Chapter 5, “Influences,” explores how the environment influences humans. In this case, Hardy recommends readers to expose themselves to environments that make habit compounding easier. Exposing oneself to a positive environment involves taking control of the information absorbed, associations made, and the physical environment. When it comes to taking control of information, Hardy offers a two-step solution;
- Firstly, an individual should guard against garbage. Garbage, in this case, includes news and media.
- Secondly, one should enroll in drive-time U. Listen to audiobooks on personal development, and instructional CDs
When it comes to taking control over associations, Hardy argues that the people one associates with will determine their failure or success up to 95%. In this case, he challenges the readers always to ensure that the people surrounding them are supportive and inspiring. He also encourages the reader to focus on quality associations rather than quantity. Additionally, people should identify friends with similar goals, determination, and values. Lastly, taking control of one’s environment involves eliminating psychological and physical clutter that influences one’s life.
In the last chapter of The Compound Effect, “Acceleration,” the author encourages the reader to multiply their results by giving more than usual energy or thought to efforts. In this case, obstacles should be approached as opportunities to overcome. According to the author, some people overcome obstacles, while others fail because they give up. Hardy agrees that meeting expectations earlier set is a good thing. However, he provokes readers to always try and exceed expectations. Doing so multiplies success.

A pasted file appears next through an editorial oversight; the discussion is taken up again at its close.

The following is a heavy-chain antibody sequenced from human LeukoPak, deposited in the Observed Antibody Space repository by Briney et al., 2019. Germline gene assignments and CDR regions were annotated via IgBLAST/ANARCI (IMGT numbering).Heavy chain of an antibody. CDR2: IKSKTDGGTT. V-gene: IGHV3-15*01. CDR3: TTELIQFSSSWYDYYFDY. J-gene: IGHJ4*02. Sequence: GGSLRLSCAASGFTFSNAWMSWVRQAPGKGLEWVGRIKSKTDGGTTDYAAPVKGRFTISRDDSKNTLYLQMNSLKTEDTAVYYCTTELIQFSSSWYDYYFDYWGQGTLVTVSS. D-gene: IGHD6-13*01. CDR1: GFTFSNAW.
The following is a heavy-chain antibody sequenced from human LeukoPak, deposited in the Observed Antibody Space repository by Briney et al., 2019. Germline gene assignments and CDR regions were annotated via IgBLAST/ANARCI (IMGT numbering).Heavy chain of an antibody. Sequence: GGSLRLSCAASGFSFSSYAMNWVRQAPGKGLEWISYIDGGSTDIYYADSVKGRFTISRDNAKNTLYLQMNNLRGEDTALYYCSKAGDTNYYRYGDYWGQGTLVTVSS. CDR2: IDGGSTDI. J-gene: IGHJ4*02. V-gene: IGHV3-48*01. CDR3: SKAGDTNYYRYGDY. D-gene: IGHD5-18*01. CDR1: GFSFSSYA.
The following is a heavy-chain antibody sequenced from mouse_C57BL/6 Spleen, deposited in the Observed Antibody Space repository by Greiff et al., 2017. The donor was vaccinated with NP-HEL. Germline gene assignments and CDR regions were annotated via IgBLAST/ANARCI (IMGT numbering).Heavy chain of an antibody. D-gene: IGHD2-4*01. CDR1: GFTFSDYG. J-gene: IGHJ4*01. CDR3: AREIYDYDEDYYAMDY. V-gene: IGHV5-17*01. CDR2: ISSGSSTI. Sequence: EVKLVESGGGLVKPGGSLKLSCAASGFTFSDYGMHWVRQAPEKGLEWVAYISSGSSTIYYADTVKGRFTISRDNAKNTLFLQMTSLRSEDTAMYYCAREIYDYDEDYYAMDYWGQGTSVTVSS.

- Be diligent and consistent- simple daily routines result in big payoffs.
- Track your habits. Tracking progress and missteps is vital for long-term success.
- Small choices + consistency + time = significant results.
- Consistency is the ultimate goal for success.
- The older a habit is, the deeper its root and the harder it becomes to change.
- Avoid consuming garbage. Put yourself on a media diet.
- You make choices, but later, choices make you.
- The biggest challenge that people face is sleepwalking through choice.
- The sooner you embark on making small doable changes; the more powerful the compound effect works for you. The key is to start now.
- Find a new habit, get hooked, and other behaviors will fall in line.
- Nothing kills goals and big motivations like the lack of consistency does.
- Three kinds of influences that impact one’s life include input, associations, and the environment.